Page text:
12/30/2011 05:11 EST | Updated 02/29/2012 05:12 EST

Nova Scotia Electoral Boundary Rules Eroding Minority Rights, Tory Says

Andrew Vaughan, CP

HALIFAX - The Nova Scotia government is eroding minority rights by altering electoral boundary rules in a way that will hurt Acadians and African Nova Scotians, the opposition Conservatives warned Friday.

Tory Leader Jamie Baillie issued a statement saying changes made to the Electoral Boundaries Commission — approved late Friday by an NDP-dominated select committee — will lead to the elimination of four seats that represent small populations of those minority groups.

"Under cover of the looming New Year holiday, an NDP majority voted ... to effectively eliminate the protected seats that have traditionally allowed Acadians and African Nova Scotians a realistic chance to elect representation from their own communities," Baillie said in the statement.

"What they did, and the sneaky way they did it, was utterly disrespectful to Acadians and African Nova Scotians."

However, an NDP member of the committee, Leonard Preyra, said the Tories were wrong to assume the end is near for the Acadian ridings of Argyle, Clare and Richmond, and the African Nova Scotian riding of Preston.

"They won't disappear and there will be a larger number of constituencies affected," he said in an interview, adding that the changes are needed to make sure voters receive equal representation.

"A cardinal principle of representative democracy ... is that constituencies should be roughly equal in size."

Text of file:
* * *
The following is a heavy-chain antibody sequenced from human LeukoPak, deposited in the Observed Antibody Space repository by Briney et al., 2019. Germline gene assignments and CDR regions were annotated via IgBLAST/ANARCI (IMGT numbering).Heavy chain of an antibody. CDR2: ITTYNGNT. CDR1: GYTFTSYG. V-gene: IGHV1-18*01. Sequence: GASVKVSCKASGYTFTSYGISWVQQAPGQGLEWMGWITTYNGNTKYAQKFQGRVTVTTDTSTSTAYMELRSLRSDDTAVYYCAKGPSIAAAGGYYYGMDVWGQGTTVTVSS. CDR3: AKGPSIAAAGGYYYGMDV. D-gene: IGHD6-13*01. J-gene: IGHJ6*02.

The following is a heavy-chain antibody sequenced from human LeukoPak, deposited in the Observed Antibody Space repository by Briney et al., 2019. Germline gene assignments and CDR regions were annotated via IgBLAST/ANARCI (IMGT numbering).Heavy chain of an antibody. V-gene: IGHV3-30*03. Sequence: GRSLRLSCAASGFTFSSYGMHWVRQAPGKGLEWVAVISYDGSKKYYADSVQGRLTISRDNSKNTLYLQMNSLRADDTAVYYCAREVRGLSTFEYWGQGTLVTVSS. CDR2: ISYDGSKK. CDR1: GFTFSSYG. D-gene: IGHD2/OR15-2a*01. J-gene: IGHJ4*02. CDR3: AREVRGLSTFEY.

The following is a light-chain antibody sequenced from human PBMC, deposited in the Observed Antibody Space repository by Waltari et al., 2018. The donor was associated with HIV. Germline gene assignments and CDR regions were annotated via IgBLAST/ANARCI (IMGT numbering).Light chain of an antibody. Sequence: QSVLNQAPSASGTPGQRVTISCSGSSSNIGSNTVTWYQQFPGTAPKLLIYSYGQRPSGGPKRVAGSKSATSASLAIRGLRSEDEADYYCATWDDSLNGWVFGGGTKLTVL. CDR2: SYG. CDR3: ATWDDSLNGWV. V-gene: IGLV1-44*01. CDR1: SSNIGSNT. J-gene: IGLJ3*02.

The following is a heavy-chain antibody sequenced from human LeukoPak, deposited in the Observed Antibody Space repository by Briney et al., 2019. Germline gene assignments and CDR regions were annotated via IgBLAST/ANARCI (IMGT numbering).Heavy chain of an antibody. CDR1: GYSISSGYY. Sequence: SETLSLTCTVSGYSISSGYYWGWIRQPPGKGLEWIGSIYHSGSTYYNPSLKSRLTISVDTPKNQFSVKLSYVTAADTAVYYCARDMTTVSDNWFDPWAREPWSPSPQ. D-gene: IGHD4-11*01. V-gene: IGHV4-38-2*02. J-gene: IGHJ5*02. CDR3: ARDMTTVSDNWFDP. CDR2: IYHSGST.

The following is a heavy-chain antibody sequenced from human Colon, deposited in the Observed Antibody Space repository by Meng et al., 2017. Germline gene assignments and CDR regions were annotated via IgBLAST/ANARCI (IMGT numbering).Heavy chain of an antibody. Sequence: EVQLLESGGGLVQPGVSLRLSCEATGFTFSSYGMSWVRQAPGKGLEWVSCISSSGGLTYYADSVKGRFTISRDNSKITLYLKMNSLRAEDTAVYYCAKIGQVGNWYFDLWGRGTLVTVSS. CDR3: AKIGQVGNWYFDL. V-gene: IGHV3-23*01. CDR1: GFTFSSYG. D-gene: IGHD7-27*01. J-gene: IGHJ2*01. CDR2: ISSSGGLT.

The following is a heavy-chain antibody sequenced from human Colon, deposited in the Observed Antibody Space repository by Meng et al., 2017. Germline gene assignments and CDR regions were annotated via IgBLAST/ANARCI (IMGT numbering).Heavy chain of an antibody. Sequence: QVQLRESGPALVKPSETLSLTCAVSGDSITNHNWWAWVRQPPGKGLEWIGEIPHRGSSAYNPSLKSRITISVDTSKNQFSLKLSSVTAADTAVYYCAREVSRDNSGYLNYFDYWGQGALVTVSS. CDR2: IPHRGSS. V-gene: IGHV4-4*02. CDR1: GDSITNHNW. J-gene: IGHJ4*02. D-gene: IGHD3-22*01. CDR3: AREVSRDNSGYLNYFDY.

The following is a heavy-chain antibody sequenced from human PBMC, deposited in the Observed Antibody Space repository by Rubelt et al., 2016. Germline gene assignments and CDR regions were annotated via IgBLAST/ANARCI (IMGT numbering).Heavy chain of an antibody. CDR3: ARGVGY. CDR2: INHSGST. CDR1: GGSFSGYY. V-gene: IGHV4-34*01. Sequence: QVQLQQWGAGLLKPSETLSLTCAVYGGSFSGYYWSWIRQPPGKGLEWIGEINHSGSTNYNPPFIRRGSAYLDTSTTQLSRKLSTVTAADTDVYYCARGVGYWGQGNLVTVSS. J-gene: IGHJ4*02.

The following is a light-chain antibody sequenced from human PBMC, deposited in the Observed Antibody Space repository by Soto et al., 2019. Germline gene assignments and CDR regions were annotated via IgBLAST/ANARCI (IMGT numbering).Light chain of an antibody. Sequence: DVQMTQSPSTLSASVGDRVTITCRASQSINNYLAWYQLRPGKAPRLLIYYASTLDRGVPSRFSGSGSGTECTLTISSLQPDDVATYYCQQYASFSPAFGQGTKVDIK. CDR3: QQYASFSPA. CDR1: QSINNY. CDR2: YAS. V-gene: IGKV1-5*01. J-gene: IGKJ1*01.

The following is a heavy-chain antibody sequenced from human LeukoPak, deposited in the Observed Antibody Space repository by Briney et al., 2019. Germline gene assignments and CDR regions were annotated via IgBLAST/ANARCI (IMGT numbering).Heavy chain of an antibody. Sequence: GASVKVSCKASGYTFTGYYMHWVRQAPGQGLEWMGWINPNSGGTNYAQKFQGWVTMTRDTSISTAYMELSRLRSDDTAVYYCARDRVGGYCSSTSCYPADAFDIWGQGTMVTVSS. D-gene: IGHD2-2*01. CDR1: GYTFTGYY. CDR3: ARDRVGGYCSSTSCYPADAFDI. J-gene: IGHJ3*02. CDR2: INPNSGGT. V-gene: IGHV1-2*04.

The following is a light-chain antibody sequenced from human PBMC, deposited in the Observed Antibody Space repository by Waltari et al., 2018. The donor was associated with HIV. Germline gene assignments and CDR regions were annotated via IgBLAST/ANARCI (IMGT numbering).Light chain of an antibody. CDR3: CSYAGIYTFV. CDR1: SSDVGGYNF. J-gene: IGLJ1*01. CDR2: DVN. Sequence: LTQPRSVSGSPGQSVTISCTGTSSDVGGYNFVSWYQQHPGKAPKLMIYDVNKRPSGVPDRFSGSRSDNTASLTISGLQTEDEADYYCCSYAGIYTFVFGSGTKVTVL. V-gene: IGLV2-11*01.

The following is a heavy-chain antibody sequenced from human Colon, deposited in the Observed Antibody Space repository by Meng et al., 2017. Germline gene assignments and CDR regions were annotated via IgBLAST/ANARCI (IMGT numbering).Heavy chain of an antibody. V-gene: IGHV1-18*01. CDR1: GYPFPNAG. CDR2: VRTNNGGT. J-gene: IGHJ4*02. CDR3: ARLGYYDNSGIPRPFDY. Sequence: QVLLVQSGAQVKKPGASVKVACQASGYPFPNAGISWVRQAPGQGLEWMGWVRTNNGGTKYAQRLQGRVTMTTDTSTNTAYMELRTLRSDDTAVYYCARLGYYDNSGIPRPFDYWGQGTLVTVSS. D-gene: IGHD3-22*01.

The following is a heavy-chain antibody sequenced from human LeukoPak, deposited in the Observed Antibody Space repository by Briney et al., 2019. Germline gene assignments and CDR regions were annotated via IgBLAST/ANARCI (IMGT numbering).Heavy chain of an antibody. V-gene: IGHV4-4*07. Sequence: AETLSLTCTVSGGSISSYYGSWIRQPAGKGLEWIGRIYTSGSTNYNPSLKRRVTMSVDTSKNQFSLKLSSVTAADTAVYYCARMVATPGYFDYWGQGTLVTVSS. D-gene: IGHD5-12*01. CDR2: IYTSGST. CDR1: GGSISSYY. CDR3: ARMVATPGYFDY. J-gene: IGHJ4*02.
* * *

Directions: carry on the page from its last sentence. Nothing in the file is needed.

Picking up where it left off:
Preyra said the boundaries of the four ridings, which all have smaller-than-average populations, will be changed to reflect a new rule that says the population of each constituency can't be 25 per cent above or below the overall average.

However, he said the boundaries could be changed without eliminating the ridings themselves.

In the 10 years since the province's electoral boundaries were last reviewed, population shifts have led to over-representation for some and under-representation for others.

The rural district of Argyle, for example, has 6,372 voters, while the suburban district of Bedford-Birch Cove is roughly three times the size with 20,550 voters.

"But we accept the fact that certain communities of interest, certain cultural and linguistic minorities and large geographic constituencies will have to have some kind of special accommodation," Preyra said. "The commission can gerrymander boundaries to make that possible."

That's why the 25 per cent rule was put in place, he said, noting that the difference between the largest and smallest ridings could still amount to 50 per cent.

As well, Preyra stressed that no changes will be made without public consultation.

But the Conservatives insisted the NDP rammed through the change to get rid of constituencies that are not held by New Democrats.

"This kind of crass manoeuvre by the NDP is a despicable deed," said Chris d’Entremont, the Tory house leader and the member for Argyle.

"The re-election campaign of (Premier) Darrell Dexter has started with him stabbing minorities — both Acadian and African Nova Scotian — right in the back."

Preyra said that argument misses the mark because there are 14 constituencies that are either too big or too small to keep their current boundaries. When all 14 ridings are considered, the New Democrats will also lose their share of voter support, he said.